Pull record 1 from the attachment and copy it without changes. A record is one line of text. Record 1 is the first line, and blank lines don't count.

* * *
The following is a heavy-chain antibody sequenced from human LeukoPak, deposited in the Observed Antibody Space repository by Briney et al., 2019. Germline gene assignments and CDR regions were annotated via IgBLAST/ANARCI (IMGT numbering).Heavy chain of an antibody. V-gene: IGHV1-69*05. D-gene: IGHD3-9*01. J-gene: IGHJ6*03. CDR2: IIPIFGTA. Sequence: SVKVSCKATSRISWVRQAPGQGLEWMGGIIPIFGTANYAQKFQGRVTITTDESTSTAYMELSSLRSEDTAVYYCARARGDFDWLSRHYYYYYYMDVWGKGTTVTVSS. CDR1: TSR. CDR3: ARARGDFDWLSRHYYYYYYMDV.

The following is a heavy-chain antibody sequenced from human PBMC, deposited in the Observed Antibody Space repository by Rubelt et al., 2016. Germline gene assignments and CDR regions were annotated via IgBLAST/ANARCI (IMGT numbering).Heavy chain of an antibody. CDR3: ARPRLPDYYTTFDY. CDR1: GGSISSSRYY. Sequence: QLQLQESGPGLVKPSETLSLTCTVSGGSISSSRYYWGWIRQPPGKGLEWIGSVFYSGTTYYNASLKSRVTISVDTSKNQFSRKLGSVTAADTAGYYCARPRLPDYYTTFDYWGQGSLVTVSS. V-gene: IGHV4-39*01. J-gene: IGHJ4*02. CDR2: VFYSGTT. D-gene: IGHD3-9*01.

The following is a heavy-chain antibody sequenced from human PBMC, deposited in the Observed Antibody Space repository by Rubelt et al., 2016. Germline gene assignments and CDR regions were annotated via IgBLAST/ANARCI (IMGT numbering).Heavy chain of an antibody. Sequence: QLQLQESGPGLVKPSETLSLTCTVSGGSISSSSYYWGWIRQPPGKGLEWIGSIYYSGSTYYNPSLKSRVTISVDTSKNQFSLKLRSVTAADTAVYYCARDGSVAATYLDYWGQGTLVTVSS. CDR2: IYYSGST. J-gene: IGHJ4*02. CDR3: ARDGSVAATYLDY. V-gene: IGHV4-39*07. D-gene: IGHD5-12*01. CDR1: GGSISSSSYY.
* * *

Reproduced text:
The following is a heavy-chain antibody sequenced from human LeukoPak, deposited in the Observed Antibody Space repository by Briney et al., 2019. Germline gene assignments and CDR regions were annotated via IgBLAST/ANARCI (IMGT numbering).Heavy chain of an antibody. V-gene: IGHV1-69*05. D-gene: IGHD3-9*01. J-gene: IGHJ6*03. CDR2: IIPIFGTA. Sequence: SVKVSCKATSRISWVRQAPGQGLEWMGGIIPIFGTANYAQKFQGRVTITTDESTSTAYMELSSLRSEDTAVYYCARARGDFDWLSRHYYYYYYMDVWGKGTTVTVSS. CDR1: TSR. CDR3: ARARGDFDWLSRHYYYYYYMDV.